IX. That the Plaintiff concedes and the Court finds that no evidence was presented that tended to show that at any time during the hearing of this matter, the Honorable William G. Jones displayed any actual bias, or partiality against Plaintiff by any ruling, decision or result in the case on account of his relationship with Katherine S. Holliday; that their prior public notification of their *430co-ownership of the vacation property indicates no subterfuge or bad faith on the part of either Katherine S. Holliday or the Honorable William G. Jones in failing to make the disclosure of their co-ownership of the vacation property.
XII. That the Honorable William G. Jones does have a fiduciary responsibility to the owner’s of the property, including, Katherine S. Holliday; that there is a continuing financial connection between the Honorable William G. Jones, and Katherine S. Holliday in relation to the vacation property especially as it relates to debt service, tax payments, and maintenance fees; and that a reasonable person would question the impartiality of the Honorable G. Jones based upon the facts found herein, although no actual bias nor specifically enumerated violation of the Canons of Judicial Conduct has been shown.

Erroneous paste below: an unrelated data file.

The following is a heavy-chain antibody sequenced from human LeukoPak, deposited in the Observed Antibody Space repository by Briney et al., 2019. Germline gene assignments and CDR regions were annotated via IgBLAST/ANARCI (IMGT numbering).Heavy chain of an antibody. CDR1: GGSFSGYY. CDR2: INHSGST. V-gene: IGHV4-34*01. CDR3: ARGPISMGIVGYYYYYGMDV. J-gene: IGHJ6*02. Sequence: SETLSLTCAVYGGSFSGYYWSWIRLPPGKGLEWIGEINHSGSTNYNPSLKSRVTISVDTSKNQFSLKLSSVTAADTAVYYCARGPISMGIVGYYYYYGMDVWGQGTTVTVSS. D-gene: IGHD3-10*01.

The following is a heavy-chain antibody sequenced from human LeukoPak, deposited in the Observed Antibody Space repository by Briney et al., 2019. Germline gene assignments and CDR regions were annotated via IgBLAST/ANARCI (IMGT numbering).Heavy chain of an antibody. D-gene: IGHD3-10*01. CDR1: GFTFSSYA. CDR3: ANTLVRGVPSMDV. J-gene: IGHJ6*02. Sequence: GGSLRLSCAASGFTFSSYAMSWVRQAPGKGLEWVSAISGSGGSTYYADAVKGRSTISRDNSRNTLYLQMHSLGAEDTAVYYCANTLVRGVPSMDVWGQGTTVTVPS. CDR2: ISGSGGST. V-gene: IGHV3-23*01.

Defendant does not specifically assign as error any of the above findings of fact, but does assign as error that the trial court failed to make findings of fact based upon evidence presented at the hearing by defendant. Defendant does not argue these assignments of error (numbered 13 and 15 in the record on appeal) in his brief. As a result they are deemed abandoned. N.C. R. App. P. 28(b)(6). As findings of fact IV, V, VI, VII, and XII are unchallenged on appeal, they are presumed correct and binding on this Court. See In re Beasley, 147 N.C. App. 399, 405, 555 S.E.2d 643, 647 (2001). Furthermore, we hold that there is sufficient evidence in the record to support each of these findings.
Plaintiff cross-assigned as error finding of fact VIII in the record on appeal, and does bring forward, in her brief, this cross-assignment of error.